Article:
On behalf of the more than 40,000 members of the California Medical Association (CMA), our association would like to register significant concern about the CDC’s current process to create the Guidelines for Prescribing Opioids for Chronic Pain.
We would like to highlight the following aspects that illustrate a problematic public process:
- The first chance the public had to learn any detail about the recommendations was on a September 16 webinar.
- Limited lines were available to participate in the webinar according the organizers.
- Webinar participants were told they could provide comment within an extremely short timeline while on the webinar or via email by 5 pm the following day.
- There were technological problems on the call, leading CDC to allow for an additional day for comment and schedule a second presentation of the same webinar the following day. It did not appear that there would be any other opportunity for public comment.
- CDC staff would not answer contextual questions about the guidelines on the webinar.
- People who wanted to comment via the phone were provided only a few minutes collectively per recommendation to do so. It appeared that at least once, a person did not get the opportunity to comment on the phone due to time restrictions.
- It was stated that comments would be summarized and presented anonymously in October.
- Detailed background materials were referred to but not made available for review during the comment period. Background materials remain unavailable to the public.
- The 12 recommendations that were posted on the CDC website at the time of the webinar appear to have since been removed.
- The CDC has not publicly revealed who was involved in the creation of the guidelines, including those involved in the Core Expert Group Meeting, the Core Expert Group Review, the Federal Partner Review and the Stakeholder Review Group.
It is deeply concerning that the details behind the 12 recommendations are being made available to some unknown organizations and individuals for review and comment, but not to the general public.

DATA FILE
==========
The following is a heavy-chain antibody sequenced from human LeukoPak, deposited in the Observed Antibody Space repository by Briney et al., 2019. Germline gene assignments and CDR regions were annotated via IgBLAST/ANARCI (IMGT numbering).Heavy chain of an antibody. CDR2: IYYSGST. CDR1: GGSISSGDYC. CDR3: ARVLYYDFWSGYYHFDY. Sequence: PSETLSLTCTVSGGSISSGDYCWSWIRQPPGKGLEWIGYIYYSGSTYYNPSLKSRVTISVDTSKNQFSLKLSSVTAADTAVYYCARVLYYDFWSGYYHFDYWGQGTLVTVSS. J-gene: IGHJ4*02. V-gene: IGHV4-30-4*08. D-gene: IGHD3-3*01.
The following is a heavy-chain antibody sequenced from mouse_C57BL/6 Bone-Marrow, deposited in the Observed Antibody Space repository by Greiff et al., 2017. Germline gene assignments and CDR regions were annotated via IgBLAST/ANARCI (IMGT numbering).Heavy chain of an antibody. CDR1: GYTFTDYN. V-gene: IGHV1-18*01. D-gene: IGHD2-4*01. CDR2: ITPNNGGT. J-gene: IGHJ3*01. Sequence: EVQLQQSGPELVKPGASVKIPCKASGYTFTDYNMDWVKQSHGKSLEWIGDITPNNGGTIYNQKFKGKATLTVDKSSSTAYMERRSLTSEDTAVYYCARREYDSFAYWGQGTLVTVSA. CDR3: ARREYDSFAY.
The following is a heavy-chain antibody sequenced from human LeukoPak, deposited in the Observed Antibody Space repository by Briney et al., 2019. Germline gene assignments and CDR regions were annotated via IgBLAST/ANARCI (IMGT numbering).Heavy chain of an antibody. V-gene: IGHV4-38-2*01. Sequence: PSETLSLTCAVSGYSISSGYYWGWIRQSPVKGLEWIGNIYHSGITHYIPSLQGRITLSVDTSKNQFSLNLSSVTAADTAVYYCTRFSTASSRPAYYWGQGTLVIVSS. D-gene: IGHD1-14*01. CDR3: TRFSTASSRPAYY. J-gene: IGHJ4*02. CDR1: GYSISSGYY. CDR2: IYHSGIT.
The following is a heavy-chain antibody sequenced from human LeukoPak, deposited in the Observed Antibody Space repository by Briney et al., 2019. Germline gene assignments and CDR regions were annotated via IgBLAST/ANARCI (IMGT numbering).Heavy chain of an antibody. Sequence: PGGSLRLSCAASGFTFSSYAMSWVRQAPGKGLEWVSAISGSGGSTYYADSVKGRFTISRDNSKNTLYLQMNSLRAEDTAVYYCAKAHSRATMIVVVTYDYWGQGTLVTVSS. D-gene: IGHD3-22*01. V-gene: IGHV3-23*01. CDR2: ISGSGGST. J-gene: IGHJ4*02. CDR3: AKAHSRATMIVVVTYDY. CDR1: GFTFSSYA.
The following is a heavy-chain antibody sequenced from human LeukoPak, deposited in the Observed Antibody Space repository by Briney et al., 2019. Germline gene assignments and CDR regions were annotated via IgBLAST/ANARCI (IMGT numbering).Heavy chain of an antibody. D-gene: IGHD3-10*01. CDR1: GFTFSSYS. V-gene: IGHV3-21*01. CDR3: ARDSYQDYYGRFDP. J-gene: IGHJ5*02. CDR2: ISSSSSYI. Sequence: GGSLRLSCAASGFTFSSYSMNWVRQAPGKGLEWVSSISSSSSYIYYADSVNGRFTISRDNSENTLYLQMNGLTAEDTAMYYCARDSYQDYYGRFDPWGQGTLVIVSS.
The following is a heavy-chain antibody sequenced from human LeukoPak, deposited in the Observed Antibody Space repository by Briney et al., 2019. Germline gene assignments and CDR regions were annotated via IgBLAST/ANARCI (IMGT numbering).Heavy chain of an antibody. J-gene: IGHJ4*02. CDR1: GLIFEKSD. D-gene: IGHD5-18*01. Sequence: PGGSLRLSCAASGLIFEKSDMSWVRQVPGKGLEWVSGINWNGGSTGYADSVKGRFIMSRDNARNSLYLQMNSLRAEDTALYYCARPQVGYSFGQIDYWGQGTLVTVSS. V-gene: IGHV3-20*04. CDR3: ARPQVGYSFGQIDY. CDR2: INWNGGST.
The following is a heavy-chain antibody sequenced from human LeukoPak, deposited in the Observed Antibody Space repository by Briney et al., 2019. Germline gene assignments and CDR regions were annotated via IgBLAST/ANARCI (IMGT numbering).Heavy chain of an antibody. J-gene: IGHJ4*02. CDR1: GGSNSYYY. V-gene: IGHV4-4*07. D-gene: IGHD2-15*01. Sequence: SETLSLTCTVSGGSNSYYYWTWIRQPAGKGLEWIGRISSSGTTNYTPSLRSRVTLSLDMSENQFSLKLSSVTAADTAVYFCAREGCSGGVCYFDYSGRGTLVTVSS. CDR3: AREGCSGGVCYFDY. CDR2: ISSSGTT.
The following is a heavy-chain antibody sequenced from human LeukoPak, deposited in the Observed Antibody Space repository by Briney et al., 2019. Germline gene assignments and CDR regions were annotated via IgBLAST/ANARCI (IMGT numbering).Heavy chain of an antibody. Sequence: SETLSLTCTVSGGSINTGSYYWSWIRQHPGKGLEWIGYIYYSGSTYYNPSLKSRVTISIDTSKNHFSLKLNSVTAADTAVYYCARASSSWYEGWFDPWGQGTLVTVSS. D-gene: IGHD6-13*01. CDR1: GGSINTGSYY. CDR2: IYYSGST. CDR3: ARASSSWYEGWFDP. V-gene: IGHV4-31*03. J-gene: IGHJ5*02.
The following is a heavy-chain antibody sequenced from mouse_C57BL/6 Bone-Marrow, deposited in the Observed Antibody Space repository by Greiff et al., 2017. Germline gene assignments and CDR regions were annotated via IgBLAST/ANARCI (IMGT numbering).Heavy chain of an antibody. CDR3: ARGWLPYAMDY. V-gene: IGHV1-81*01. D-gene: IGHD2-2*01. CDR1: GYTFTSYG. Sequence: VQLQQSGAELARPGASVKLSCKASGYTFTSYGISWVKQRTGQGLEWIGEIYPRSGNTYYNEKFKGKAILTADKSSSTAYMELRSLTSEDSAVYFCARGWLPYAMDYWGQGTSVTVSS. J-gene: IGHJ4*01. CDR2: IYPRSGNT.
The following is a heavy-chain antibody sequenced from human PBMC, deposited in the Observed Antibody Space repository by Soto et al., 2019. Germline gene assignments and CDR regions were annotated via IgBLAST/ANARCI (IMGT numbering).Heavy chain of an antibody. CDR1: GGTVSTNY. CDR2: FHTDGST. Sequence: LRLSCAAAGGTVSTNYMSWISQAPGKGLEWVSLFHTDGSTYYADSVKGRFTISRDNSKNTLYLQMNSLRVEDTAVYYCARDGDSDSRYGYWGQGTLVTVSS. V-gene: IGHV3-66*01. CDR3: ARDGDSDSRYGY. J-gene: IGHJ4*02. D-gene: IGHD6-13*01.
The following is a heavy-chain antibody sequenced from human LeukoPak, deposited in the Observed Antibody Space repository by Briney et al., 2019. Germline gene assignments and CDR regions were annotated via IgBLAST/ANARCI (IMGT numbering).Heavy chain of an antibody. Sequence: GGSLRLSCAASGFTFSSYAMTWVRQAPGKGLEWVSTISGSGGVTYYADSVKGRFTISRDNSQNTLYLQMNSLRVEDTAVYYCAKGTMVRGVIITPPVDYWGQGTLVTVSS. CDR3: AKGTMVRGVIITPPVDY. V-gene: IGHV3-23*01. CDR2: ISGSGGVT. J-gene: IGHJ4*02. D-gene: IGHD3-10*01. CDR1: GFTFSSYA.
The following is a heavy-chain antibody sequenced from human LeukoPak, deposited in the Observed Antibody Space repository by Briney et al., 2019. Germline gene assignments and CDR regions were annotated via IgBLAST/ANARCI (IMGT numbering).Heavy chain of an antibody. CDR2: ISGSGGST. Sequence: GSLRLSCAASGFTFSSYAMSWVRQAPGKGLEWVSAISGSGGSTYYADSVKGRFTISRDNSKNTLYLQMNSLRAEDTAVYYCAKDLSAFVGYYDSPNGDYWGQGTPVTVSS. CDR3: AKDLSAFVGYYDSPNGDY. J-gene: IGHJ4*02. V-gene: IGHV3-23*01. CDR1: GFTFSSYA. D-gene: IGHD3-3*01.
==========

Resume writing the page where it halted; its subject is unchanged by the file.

Further, it is inappropriate for a public agency to limit the stakeholders from whom they will accept comments
In addition, an anonymous summary of comment is also not part of a transparent public process, as it allows for potential CDC reinterpretation of the comments.
Specific to California
CMA is particularly concerned about the impact in our state, where the Medical Board of California (MBC) recently conducted a year – long, fully transparent public process that produced well – balanced opioid prescribing guidelines.
The detailed guidelines reflect the realities of patient care and underscore the extraordinary complexity in treating pain.
the MBC guidelines state in the preamble that “Medicine is practiced one patient at a time and each patient has individual needs and vulnerabilities” and the language in the MBC document reflect this statement.
The guidelines also include an extensive discussion about the nature of pain and the treatment of pain that was not reflected in the CDC recommendations.
We are also concerned because the CDC recommendations include a ceiling dose that is in conflict with California’s guidelines, which creates confusion and could have legal repercussions.
CMA requests the following from CDC:
- All materials, including the recommendations and the more detailed supporting materials, need to be made available for public review, with an appropriate public comment period, and allow that public comments made on that document also be available for public review. We recommend at least 90 days for initial comment when the materials are ready for public review.
- We also ask that CDC immediately release to the public complete information about who has served on the Core Expert Group Meeting, the Core Expert Group Review, the Federal Partner Review and the Stake holder Review Group, including conflicts of interest for each participant and their area(s) of expertise with regard to opioid prescribing and treatment of pain.
- Further, we would like CDC to state in writing their interpretation of the legal interaction between CDC guidelines and state guidelines and law